Cardwell, who is just one of a number of former CCHS and Rimrock Volleyball Club members who has also coached volleyball, credits Honl with so much more than just making her a great volleyball player.
"I think that the foundation of everything else that she teaches you is enthusiasm," she said. "Every player of hers will tell you that she is enthusiastic to no end. When you learn to be enthusiastic about what you are doing and to be excited for life, then doors open for you that otherwise couldn't because you show up and you are happy to be there."
Fellow alumni Chelsea (Reeher) Schwab also credits Honl for her success in life.
"I think that volleyball gave me something consistent throughout the year," she said. "It gave me a team to play with, a lot of amazing girls to know, and it gave me people to look up to. It gave me something that was healthy and good in my life that I could do outside of school. I think that Rosie gave so much of herself that it made the program worthwhile. I got a chance because she poured so much into me to make it a lifetime thing."
Former players pointed out consistently that although volleyball was the common thread that tied them together, Honl taught them more than just how to be successful on the volleyball court.
"Rosie has always been the most positive person I have ever known," said Jennifer Roth, who graduated from CCHS in 2017. "No matter what she does, she puts all of herself into it. She comes in and has a big influence on other people's lives, and that's something that I want to do."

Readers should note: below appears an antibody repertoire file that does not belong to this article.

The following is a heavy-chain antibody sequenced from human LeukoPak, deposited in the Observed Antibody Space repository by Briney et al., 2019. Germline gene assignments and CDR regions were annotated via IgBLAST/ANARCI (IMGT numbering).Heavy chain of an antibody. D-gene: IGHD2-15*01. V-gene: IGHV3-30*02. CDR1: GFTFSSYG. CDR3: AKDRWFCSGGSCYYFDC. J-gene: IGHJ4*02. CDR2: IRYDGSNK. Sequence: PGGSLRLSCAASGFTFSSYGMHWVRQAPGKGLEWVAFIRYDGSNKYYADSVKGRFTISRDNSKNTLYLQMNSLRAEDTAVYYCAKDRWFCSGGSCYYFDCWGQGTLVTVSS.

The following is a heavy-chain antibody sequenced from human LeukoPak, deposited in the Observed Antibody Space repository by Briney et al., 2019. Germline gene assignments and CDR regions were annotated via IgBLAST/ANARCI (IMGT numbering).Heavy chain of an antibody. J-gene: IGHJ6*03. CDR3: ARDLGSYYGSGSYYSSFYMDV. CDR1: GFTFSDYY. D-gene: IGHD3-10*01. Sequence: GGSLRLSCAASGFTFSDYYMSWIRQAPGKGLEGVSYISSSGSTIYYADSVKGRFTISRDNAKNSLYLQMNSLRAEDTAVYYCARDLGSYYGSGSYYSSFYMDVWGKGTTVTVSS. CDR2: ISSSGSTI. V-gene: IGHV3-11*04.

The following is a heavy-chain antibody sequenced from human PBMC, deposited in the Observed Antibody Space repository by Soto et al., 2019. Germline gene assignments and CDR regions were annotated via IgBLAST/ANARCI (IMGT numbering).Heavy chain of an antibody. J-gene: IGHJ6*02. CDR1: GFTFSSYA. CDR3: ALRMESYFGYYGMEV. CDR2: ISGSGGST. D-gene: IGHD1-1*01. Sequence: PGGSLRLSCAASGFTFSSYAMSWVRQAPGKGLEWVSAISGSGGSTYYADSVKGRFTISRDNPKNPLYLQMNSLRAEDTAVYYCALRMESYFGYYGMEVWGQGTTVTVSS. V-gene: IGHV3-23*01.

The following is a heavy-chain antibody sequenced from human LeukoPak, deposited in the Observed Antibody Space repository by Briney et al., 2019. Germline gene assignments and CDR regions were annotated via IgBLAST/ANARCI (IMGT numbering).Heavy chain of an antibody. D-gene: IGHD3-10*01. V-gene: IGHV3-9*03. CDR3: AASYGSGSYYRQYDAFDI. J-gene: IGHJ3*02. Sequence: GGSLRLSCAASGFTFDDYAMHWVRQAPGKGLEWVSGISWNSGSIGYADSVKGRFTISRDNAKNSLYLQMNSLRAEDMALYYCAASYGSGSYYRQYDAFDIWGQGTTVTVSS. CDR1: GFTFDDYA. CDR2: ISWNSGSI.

Former players consistently described Honl as more than just a coach.
"She became a mom to me," said Aspen Christiansen, who also graduated in 2017. "Even though I have a real mom, she has been my volleyball mom. She has always taken care of me. I know I can talk to Rosie whenever I want about volleyball or life."
Jazmin Orozco, who graduated several years ago, echoed what Christiansen said.
"She is an outstanding person," Orozco said. "She is the best coach I have ever had. I don't doubt that for a second. She is basically my second mother. She is just an amazing person."
Orozco added that she hopes this isn't the final alumni tournament.
"These alumni tournaments are amazing," she said. "They are very competitive. I always enjoy playing in them. If this is the last one, that would be unfortunate, but all great things do come to an end."
Other words former players used to describe Honl were consistent, hard-working, caring and positive.
"She has shown me patience and that it is more than just volleyball," said Kathryn Kaonis, who graduated four years ago. "You can't just have sports always as a backup in life. School is more important. Rosie is a good example of what you should expect in a good coach. Going off to college, I had that expectation that my coaches would always be as good as Rosie. She showed me that it's not always about just winning."